Editor’s note: As 2023 draws to a close, The Signal is presenting CalMatters’ wrap-up stories on some of the key bills that reached the governor’s desk at the close of the 2023 legislative session. Here’s the CalMatters summary of Senate Bill 497, which is intended to prevent employer retaliation against employees who file wage claims.
By Alejandra Reyes-Velarde
Senate Bill 497 will mandate that the California Labor Commissioner’s office and state courts assume employers are illegally retaliating if they take certain disciplinary actions against a worker who in the prior 90 days has made a wage claim or a complaint about unequal pay.
Employers will be able to rebut the retaliation assumption by showing that there is a legitimate, non-retaliatory reason for the employee discipline.
Who Supports It
The California Coalition for Worker Power, Equal Rights Advocates, and the National Employment Law Project cosponsored the bill, saying in a statement: “A majority of California workers who report violations to their employer or the government experience retaliation. When workers are too afraid to speak up, wage theft, unequal pay, and workplace hazards are allowed to flourish, making our communities less safe and equitable.”
Who Is Opposed
A coalition of employer organizations, including the California Chamber of Commerce, oppose the bill, warning it could subject employers to frivolous claims.
“Courts already take timing into account when evaluating a retaliation claim,” the groups wrote in a statement, adding, “Creating a presumption simply allows claims to proceed that should not be moving forward, which wastes valuable court and litigant resources.”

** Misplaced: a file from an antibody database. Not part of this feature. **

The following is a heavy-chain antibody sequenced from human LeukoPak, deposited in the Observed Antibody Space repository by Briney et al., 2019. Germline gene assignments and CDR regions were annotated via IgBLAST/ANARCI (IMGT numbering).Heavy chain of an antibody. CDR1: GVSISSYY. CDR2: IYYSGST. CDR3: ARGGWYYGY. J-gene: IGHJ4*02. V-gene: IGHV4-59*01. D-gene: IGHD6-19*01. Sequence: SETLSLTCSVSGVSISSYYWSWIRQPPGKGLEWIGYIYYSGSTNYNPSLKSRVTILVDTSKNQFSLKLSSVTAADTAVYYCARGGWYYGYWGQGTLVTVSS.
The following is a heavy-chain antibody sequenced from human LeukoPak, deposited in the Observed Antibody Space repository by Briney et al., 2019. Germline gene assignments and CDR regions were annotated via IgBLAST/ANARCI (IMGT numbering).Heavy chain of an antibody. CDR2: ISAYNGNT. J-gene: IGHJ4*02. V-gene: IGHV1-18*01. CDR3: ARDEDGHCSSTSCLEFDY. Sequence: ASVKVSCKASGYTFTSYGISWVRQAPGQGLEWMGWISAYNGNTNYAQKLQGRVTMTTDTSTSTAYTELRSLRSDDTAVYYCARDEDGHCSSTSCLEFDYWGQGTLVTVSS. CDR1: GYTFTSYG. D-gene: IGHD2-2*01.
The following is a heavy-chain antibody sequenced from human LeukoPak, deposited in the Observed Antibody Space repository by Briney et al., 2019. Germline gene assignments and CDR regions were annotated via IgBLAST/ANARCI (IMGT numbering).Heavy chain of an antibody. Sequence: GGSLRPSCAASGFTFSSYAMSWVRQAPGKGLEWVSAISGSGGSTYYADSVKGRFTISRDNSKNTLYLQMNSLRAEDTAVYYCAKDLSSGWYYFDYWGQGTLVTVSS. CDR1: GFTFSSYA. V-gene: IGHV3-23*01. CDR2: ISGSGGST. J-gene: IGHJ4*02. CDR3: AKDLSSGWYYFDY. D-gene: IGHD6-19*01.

Why It Matters
Labor activists said retaliation claims are rising as workers gain the courage to speak up about negative workplace conditions, but fear often keeps workers from filing claims. Retaliation complaints awaiting investigation by the state Labor Commissioner’s Office have swelled almost five-fold from 2018 through 2021. By April 2023, the waitlist hit 4,878 claims.
In 2021, just nine out of 237 completed cases were decided in a worker’s favor. The rest were dismissed for lack of evidence.
“California has some of the strongest workplace and equal pay protections in the country,” said Assemblymember Ash Kalra, the San Jose Democrat who presented the bill on behalf of Sen. Lola Smallwood-Cuevas, the Los Angeles Democrat who authored it. “However, our strong workplace protections are meaningless if workers are too afraid to speak up when their rights are violated.”
The Governor’s Call
Gov. Gavin Newsom announced Oct. 8 he signed the bill.